Spending determines election outcomes

Letter to the editor on how donations and money dictate election successes

Re: $5.57 per vote (News, Mar. 21)

It’s very likely that the determining factor in the outcome of the mayoralty race in the recent municipal election in Saanich was the amount of money spent campaigning.

Successful candidate Frank Leonard spent $62,061 while rival David Cubberley spent $46,252. Cubberley summed it up nicely: “It all comes down to money.”

Cubberley believes that if he had matched Leonard dollar for dollar he would have won. We’ll never know for sure if Cubberley is right, but campaign spending is certainly an issue at all levels of government.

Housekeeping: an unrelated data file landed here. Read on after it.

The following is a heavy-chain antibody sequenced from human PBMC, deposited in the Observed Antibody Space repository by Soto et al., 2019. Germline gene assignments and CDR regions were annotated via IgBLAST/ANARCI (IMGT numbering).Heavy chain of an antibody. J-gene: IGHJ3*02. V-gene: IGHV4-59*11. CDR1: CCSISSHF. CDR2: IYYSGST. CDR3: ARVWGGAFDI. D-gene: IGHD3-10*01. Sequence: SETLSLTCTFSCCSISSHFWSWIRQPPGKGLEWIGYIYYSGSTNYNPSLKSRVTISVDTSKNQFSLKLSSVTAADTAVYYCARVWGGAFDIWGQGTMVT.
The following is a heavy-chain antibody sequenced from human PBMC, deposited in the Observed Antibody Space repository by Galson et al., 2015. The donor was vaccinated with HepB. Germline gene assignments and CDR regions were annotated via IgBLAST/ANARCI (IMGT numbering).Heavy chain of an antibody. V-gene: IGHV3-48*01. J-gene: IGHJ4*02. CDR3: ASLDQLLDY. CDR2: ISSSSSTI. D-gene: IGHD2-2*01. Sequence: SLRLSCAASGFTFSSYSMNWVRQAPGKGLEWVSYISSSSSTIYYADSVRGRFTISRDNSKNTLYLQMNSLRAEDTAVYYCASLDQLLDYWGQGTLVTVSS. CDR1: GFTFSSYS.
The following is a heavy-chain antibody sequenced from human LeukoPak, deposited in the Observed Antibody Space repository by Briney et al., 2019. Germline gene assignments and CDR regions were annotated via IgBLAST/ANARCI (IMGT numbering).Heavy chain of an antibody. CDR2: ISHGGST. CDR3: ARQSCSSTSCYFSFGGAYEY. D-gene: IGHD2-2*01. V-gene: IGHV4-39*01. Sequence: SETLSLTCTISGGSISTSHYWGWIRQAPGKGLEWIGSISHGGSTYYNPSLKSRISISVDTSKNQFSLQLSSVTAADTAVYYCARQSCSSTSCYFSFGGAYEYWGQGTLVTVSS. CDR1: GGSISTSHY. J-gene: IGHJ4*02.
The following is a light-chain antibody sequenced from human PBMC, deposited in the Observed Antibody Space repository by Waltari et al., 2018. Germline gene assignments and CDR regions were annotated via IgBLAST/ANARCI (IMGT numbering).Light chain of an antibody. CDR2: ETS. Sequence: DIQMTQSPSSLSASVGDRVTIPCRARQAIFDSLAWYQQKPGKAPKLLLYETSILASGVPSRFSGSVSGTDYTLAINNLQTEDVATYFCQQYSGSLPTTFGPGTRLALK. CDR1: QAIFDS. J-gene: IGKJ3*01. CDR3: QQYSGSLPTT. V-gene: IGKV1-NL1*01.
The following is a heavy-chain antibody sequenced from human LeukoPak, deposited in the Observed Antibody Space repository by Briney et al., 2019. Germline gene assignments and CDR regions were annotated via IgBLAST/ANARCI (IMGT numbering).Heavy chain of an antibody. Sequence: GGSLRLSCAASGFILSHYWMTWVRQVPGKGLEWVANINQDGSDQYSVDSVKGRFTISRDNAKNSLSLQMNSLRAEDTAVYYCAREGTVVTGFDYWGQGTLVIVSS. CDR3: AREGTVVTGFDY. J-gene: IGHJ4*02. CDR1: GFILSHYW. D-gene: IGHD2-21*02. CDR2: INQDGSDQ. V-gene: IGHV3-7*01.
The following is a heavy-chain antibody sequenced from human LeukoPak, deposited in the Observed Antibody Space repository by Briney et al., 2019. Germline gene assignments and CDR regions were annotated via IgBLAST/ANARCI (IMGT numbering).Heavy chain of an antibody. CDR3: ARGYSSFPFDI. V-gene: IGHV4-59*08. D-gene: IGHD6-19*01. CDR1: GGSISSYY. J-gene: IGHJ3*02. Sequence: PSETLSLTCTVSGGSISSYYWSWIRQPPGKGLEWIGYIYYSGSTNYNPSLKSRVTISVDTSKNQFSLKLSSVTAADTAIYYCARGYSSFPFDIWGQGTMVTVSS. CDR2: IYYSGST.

Our democratic system is based on the individual. Every eligible voter gets one vote. But individuals cannot compete with large contributions from businesses or organizations.

These vested interests hijack the democratic process.

This fundamental unfairness is a big reason behind voter apathy and loss of faith in the democratic system at all levels.

We can re-balance the system starting at the municipal level. Before the next election, we need to put a limit on the total amount per candidate that can be spent on an election campaign and, there also needs to be a limit on the amount that an individual, business or organization can contribute.

John R. Paterson

Saanich

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